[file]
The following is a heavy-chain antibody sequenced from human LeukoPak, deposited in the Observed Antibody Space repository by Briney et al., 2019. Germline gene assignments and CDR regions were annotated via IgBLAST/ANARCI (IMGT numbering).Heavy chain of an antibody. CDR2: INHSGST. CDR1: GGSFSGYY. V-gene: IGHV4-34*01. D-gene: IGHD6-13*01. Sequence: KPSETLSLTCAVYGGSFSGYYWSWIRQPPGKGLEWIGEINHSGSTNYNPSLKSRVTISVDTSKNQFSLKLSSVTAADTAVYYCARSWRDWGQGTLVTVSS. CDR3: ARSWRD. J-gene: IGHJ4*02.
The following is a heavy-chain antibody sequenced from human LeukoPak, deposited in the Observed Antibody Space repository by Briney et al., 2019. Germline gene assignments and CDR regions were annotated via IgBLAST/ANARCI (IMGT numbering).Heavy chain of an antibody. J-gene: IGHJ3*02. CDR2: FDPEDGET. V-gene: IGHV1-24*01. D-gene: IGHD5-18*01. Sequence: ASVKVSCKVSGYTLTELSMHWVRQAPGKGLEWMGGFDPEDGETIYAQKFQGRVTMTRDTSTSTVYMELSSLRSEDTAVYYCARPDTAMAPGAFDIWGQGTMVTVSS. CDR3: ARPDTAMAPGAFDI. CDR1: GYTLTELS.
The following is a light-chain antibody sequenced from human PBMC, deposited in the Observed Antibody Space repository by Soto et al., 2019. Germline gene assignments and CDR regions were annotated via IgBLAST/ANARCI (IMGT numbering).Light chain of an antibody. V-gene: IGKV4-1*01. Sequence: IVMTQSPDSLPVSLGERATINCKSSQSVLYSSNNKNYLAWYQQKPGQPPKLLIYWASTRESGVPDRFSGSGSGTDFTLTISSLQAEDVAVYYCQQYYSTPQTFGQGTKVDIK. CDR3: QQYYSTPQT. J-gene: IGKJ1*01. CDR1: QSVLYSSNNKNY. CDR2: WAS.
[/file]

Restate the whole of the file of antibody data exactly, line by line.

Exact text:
The following is a heavy-chain antibody sequenced from human LeukoPak, deposited in the Observed Antibody Space repository by Briney et al., 2019. Germline gene assignments and CDR regions were annotated via IgBLAST/ANARCI (IMGT numbering).Heavy chain of an antibody. CDR2: INHSGST. CDR1: GGSFSGYY. V-gene: IGHV4-34*01. D-gene: IGHD6-13*01. Sequence: KPSETLSLTCAVYGGSFSGYYWSWIRQPPGKGLEWIGEINHSGSTNYNPSLKSRVTISVDTSKNQFSLKLSSVTAADTAVYYCARSWRDWGQGTLVTVSS. CDR3: ARSWRD. J-gene: IGHJ4*02.
The following is a heavy-chain antibody sequenced from human LeukoPak, deposited in the Observed Antibody Space repository by Briney et al., 2019. Germline gene assignments and CDR regions were annotated via IgBLAST/ANARCI (IMGT numbering).Heavy chain of an antibody. J-gene: IGHJ3*02. CDR2: FDPEDGET. V-gene: IGHV1-24*01. D-gene: IGHD5-18*01. Sequence: ASVKVSCKVSGYTLTELSMHWVRQAPGKGLEWMGGFDPEDGETIYAQKFQGRVTMTRDTSTSTVYMELSSLRSEDTAVYYCARPDTAMAPGAFDIWGQGTMVTVSS. CDR3: ARPDTAMAPGAFDI. CDR1: GYTLTELS.
The following is a light-chain antibody sequenced from human PBMC, deposited in the Observed Antibody Space repository by Soto et al., 2019. Germline gene assignments and CDR regions were annotated via IgBLAST/ANARCI (IMGT numbering).Light chain of an antibody. V-gene: IGKV4-1*01. Sequence: IVMTQSPDSLPVSLGERATINCKSSQSVLYSSNNKNYLAWYQQKPGQPPKLLIYWASTRESGVPDRFSGSGSGTDFTLTISSLQAEDVAVYYCQQYYSTPQTFGQGTKVDIK. CDR3: QQYYSTPQT. J-gene: IGKJ1*01. CDR1: QSVLYSSNNKNY. CDR2: WAS.